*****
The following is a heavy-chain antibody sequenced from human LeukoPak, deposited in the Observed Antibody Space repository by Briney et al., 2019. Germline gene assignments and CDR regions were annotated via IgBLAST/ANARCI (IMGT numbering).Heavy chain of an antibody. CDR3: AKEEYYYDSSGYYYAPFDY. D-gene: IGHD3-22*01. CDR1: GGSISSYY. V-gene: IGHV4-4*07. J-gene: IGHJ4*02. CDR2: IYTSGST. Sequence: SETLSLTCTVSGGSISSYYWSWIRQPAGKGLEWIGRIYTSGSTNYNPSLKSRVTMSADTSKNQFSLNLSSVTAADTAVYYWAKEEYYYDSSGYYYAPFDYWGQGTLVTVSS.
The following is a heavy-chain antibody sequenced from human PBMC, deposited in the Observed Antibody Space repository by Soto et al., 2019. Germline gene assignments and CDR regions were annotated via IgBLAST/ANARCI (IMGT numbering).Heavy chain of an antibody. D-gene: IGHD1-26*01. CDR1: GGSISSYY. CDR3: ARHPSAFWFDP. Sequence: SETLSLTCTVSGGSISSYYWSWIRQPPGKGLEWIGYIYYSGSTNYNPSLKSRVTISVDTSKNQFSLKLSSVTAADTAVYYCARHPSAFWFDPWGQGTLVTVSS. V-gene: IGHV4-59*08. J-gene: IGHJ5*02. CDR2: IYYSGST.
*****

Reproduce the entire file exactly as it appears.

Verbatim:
The following is a heavy-chain antibody sequenced from human LeukoPak, deposited in the Observed Antibody Space repository by Briney et al., 2019. Germline gene assignments and CDR regions were annotated via IgBLAST/ANARCI (IMGT numbering).Heavy chain of an antibody. CDR3: AKEEYYYDSSGYYYAPFDY. D-gene: IGHD3-22*01. CDR1: GGSISSYY. V-gene: IGHV4-4*07. J-gene: IGHJ4*02. CDR2: IYTSGST. Sequence: SETLSLTCTVSGGSISSYYWSWIRQPAGKGLEWIGRIYTSGSTNYNPSLKSRVTMSADTSKNQFSLNLSSVTAADTAVYYWAKEEYYYDSSGYYYAPFDYWGQGTLVTVSS.
The following is a heavy-chain antibody sequenced from human PBMC, deposited in the Observed Antibody Space repository by Soto et al., 2019. Germline gene assignments and CDR regions were annotated via IgBLAST/ANARCI (IMGT numbering).Heavy chain of an antibody. D-gene: IGHD1-26*01. CDR1: GGSISSYY. CDR3: ARHPSAFWFDP. Sequence: SETLSLTCTVSGGSISSYYWSWIRQPPGKGLEWIGYIYYSGSTNYNPSLKSRVTISVDTSKNQFSLKLSSVTAADTAVYYCARHPSAFWFDPWGQGTLVTVSS. V-gene: IGHV4-59*08. J-gene: IGHJ5*02. CDR2: IYYSGST.